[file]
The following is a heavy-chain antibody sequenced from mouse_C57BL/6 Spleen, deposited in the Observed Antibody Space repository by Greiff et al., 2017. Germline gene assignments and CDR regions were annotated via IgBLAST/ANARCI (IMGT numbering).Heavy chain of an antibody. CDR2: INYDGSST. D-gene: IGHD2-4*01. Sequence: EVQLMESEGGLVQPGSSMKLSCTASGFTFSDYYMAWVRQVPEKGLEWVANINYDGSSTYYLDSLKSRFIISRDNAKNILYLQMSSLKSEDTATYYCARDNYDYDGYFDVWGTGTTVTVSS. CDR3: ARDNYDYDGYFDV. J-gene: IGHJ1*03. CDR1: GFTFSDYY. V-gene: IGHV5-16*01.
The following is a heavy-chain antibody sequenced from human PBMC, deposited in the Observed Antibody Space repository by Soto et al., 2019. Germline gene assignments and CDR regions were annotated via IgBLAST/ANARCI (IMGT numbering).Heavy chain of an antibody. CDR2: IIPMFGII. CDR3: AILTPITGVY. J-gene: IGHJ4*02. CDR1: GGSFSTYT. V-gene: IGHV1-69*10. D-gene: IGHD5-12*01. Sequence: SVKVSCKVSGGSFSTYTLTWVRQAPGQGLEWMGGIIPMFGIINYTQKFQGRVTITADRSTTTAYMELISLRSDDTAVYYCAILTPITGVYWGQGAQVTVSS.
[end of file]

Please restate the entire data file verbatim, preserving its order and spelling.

The following is a heavy-chain antibody sequenced from mouse_C57BL/6 Spleen, deposited in the Observed Antibody Space repository by Greiff et al., 2017. Germline gene assignments and CDR regions were annotated via IgBLAST/ANARCI (IMGT numbering).Heavy chain of an antibody. CDR2: INYDGSST. D-gene: IGHD2-4*01. Sequence: EVQLMESEGGLVQPGSSMKLSCTASGFTFSDYYMAWVRQVPEKGLEWVANINYDGSSTYYLDSLKSRFIISRDNAKNILYLQMSSLKSEDTATYYCARDNYDYDGYFDVWGTGTTVTVSS. CDR3: ARDNYDYDGYFDV. J-gene: IGHJ1*03. CDR1: GFTFSDYY. V-gene: IGHV5-16*01.
The following is a heavy-chain antibody sequenced from human PBMC, deposited in the Observed Antibody Space repository by Soto et al., 2019. Germline gene assignments and CDR regions were annotated via IgBLAST/ANARCI (IMGT numbering).Heavy chain of an antibody. CDR2: IIPMFGII. CDR3: AILTPITGVY. J-gene: IGHJ4*02. CDR1: GGSFSTYT. V-gene: IGHV1-69*10. D-gene: IGHD5-12*01. Sequence: SVKVSCKVSGGSFSTYTLTWVRQAPGQGLEWMGGIIPMFGIINYTQKFQGRVTITADRSTTTAYMELISLRSDDTAVYYCAILTPITGVYWGQGAQVTVSS.